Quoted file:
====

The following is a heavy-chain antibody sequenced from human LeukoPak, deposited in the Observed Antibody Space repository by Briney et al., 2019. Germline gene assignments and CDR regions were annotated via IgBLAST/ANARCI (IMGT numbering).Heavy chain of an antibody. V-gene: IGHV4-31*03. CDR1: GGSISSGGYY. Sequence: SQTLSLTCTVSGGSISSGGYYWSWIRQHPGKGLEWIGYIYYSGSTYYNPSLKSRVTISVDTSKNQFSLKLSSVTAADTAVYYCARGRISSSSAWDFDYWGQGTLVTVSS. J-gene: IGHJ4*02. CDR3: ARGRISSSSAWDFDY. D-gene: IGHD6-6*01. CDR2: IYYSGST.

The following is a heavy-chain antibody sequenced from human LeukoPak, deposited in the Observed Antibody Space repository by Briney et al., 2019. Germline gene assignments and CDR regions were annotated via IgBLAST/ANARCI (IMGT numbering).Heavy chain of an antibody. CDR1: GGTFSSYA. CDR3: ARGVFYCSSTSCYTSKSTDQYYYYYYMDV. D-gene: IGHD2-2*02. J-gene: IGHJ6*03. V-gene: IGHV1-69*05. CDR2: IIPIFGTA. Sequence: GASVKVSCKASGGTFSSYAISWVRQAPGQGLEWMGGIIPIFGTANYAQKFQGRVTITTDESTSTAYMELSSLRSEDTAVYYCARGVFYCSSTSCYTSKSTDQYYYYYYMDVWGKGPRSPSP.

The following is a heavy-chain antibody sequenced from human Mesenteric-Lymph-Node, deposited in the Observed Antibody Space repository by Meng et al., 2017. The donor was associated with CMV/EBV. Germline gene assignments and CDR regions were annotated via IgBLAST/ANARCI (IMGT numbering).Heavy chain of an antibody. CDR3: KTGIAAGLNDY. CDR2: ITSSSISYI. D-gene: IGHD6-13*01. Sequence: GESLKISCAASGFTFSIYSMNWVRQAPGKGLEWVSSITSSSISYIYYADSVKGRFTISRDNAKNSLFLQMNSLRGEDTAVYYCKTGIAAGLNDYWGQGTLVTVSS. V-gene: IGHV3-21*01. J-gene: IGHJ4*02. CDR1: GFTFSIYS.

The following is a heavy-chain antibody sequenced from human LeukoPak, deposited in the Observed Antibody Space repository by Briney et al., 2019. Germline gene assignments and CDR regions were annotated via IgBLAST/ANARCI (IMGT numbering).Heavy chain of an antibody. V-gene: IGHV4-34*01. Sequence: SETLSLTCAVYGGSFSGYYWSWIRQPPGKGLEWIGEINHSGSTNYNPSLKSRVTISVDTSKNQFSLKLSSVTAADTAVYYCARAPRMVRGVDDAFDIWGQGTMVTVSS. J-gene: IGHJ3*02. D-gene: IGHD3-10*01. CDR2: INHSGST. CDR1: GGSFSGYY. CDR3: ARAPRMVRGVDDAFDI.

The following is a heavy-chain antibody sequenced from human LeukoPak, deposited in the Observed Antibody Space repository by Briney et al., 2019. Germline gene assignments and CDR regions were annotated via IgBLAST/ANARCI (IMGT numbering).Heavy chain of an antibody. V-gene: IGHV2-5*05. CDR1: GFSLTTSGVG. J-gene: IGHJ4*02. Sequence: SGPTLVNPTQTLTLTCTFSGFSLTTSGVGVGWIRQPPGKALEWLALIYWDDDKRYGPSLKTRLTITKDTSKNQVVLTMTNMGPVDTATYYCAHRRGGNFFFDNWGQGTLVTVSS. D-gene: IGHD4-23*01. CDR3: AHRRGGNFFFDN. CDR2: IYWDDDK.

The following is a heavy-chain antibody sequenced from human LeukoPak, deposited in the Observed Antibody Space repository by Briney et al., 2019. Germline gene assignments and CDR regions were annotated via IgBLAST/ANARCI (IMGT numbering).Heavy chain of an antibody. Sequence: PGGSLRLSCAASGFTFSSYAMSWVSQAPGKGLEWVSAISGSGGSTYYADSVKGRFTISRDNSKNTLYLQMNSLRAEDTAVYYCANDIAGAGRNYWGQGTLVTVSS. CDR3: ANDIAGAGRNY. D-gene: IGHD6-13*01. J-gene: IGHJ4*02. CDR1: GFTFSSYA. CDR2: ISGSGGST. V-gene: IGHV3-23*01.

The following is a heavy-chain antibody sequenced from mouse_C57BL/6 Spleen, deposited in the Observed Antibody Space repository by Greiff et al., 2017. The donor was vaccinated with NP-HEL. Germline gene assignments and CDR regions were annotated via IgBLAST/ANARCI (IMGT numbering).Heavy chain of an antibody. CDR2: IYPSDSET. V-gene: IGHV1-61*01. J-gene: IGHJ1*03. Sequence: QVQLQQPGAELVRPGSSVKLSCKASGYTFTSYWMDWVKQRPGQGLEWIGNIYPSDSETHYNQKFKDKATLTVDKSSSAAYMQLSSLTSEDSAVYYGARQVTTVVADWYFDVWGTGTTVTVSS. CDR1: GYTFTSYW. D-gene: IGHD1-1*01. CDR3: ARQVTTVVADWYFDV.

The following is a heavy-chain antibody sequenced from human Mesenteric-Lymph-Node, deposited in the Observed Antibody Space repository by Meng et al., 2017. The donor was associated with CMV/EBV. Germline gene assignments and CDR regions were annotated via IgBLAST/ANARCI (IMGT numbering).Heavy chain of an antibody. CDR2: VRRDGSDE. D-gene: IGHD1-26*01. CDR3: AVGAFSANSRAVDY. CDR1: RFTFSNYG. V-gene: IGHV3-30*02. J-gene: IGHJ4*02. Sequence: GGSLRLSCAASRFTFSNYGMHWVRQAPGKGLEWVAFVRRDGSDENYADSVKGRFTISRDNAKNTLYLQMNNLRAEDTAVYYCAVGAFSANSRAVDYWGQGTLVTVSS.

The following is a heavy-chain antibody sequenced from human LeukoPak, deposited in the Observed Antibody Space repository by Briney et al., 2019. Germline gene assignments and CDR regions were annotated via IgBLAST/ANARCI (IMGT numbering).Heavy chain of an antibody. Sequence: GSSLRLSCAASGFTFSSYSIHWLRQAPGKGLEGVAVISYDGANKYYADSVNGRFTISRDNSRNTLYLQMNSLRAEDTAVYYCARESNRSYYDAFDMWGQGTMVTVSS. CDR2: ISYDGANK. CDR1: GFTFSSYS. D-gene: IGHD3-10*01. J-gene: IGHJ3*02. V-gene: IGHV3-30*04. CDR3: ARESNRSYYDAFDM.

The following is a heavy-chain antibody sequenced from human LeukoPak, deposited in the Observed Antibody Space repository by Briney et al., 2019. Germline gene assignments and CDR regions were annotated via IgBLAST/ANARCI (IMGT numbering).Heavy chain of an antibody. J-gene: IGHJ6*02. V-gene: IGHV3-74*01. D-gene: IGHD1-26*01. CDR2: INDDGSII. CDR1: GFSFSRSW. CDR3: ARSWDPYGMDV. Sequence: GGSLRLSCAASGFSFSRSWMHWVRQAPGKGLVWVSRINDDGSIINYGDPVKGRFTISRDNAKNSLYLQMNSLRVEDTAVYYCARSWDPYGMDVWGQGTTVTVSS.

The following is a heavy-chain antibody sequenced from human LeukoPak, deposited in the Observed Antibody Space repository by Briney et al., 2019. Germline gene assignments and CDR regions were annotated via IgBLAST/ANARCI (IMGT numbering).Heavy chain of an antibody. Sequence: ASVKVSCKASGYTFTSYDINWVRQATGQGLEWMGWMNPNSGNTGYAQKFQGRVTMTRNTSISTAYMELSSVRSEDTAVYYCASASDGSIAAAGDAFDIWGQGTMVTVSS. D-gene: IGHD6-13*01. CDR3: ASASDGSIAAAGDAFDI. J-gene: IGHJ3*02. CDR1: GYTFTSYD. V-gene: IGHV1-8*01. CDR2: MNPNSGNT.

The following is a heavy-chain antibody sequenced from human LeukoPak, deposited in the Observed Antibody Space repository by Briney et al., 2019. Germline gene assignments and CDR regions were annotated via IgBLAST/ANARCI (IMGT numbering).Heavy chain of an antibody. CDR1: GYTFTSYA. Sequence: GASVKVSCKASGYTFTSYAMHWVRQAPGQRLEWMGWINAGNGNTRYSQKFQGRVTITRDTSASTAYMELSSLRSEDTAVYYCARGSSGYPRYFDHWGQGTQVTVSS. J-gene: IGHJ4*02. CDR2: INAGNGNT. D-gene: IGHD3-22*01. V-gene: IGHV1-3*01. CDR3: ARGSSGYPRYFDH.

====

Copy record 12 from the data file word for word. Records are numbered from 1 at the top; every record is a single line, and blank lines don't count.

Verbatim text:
The following is a heavy-chain antibody sequenced from human LeukoPak, deposited in the Observed Antibody Space repository by Briney et al., 2019. Germline gene assignments and CDR regions were annotated via IgBLAST/ANARCI (IMGT numbering).Heavy chain of an antibody. CDR1: GYTFTSYA. Sequence: GASVKVSCKASGYTFTSYAMHWVRQAPGQRLEWMGWINAGNGNTRYSQKFQGRVTITRDTSASTAYMELSSLRSEDTAVYYCARGSSGYPRYFDHWGQGTQVTVSS. J-gene: IGHJ4*02. CDR2: INAGNGNT. D-gene: IGHD3-22*01. V-gene: IGHV1-3*01. CDR3: ARGSSGYPRYFDH.